Wednesday, February 04, 2009

Final analysis: F5 Altbier

So, at long last I'm getting around to critiquing my Alt. Unfortunately, it's starting to oxidize a hair so I'm not going to do complete tasting notes. However, I had a chance to sit down with Doug and Tracy Hurst of Metropolitan Brewing (after the brewery visit which I blogged about here) and do a tasting of my Alt (brewed with WLP 029 German Ale/Kölsch yeast... I stupidly forgot to bring a bottle of the Alt fermented with WLP 320 American Hefe) along with Füchschen's Alt and Rock Bottom Chicago's Alt, which was brewed with members of the Chicago Beer Society. This sort of summarizes my conclusions based on the tasting.

Overall, my beer compared favorably with the other two. While I got dinged at the CBS Spooky Brew Review because my Alt was too bitter and not malty enough, it was actually only a hair more bitter than the Rock Bottom Alt brewed with none other than CBS. It was also only slightly more bitter than Füchschen's, though I suspect it would compare favorably with Uerige Alt on tap. I think I'm going to stick with my initial thought of cutting down the bittering hops a tad, but Doug and Tracy insisted I don't cut it much.

As for the malt profile, the one thing I wasn't happy about is I felt it needed a tad more sweetness. The Rock Bottom Alt was definitely sweeter, but Doug noticed a sweetness on the nose that he attributed to crystal malts. My recipe contains only 0.5 lb. Caramunich, so I thought about upping that but Doug felt I should first try upping the mash temp from 152 to 155°F. That combined with slightly reduced bittering hops may give it a little more malt backbone without becoming sweet. I'm also considering substituting 0.5 lb. of the Pils malt bill with Carahell, as this allegedly softens the bitterness, but I don't want to change too many things at once so I'll hold off on that for now.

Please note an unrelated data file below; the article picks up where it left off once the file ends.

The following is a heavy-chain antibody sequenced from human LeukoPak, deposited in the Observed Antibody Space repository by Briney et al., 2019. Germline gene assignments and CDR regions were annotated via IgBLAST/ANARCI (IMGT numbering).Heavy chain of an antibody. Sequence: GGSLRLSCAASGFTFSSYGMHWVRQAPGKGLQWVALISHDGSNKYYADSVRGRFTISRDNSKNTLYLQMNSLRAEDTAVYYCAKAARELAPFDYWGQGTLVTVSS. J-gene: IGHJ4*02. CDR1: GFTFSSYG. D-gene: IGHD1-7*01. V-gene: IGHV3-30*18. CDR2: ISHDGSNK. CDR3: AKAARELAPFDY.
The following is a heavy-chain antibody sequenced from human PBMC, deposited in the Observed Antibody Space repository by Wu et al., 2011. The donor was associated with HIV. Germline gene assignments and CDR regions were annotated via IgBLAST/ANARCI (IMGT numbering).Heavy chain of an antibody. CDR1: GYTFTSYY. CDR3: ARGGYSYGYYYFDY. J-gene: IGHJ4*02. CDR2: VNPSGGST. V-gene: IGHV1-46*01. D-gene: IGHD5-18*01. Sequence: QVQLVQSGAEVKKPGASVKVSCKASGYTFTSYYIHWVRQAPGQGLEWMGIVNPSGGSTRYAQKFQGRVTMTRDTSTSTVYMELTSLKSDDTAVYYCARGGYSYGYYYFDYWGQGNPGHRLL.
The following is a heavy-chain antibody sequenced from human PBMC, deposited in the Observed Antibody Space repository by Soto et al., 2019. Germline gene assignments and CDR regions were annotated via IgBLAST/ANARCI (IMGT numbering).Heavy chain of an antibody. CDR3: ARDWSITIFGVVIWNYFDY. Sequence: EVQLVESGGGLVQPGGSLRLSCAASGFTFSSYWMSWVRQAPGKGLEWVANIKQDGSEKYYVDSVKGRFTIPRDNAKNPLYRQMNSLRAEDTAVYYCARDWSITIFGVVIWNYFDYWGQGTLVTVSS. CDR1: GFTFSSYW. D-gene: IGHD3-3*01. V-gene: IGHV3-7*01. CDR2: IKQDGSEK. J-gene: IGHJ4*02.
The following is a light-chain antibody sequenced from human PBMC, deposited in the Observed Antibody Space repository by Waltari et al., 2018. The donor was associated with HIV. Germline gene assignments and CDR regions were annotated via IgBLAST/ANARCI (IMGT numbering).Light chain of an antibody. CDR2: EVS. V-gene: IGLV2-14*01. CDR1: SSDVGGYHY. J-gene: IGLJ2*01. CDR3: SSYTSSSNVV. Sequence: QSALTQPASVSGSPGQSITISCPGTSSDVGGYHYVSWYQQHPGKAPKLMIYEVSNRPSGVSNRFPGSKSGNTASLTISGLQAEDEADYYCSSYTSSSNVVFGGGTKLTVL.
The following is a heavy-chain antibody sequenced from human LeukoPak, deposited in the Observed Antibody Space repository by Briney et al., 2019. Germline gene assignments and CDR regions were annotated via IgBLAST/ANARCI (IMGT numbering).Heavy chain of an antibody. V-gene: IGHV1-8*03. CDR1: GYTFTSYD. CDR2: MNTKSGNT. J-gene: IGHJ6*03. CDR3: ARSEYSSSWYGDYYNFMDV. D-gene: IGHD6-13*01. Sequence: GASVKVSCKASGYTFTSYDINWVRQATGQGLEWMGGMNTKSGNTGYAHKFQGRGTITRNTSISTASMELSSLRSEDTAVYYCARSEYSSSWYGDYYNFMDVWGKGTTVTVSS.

Now on to the yeast... As I noted above, I stupidly forgot to bring the Alt brewed with the American Hefe yeast (and that yeast allegedly came from Uerige). Rock Bottom's Alt used the same German Ale yeast I did. It's very clean, and while Doug liked it, we did note a little more fruitiness out of the Füchschen beer. I also noted a slight fruitiness in the batch I brewed with the American Hefe yeast, so I'm thinking it might be a better match for brewing an Alt. Unfortunately, the American Hefe yeast doesn't really floculate so it has to be either fined or filtered, and either process increases the likelihood of oxidation.

So overall I think I'm on the right track with my Alt, but I definitely have a couple things to tweak next time around. In the meantime, a quick note on our Dunkelweizen... Leah and I bottled/kegged it on Sunday (Feb. 1). Specifically I bottled about six gallons and kegged the rest; five gallons is currently conditioning (with one cup corn sugar) in the Frink keg (more on that later). In the third week of fermenting it dropped from 1016 to 1012; apparently the WLP 300 yeast really slows down when around 60°F. Tasting it before bottling it seemed like there was a slight sour tang but I'm hoping it was just from the yeast (like you get from Schneider Weisse) as opposed to any infection. Keep your fingers crossed for me!

3 Comments:

Blogger Señor Brew™ said...

Your wife is 9 months pregnant, and she's kegging/bottling beers with you? How did you get her to do that?! The only time I got SWMBO to help me bottle was when it was for a wedding gift for mutual friends of ours!

7:34 AM, February 05, 2009  
Blogger Russ said...

Señor: It helps when your wife is a brewer herself... ;-)

11:24 AM, February 05, 2009  
Blogger Leah said...

To be fair, I did disqualify myself from anything involving bending. Or picking up. Or really exerting myself at all. So I basically sat there and sanitized bottles - not that amazing. But I think I have a good excuse...

8:25 PM, February 05, 2009  

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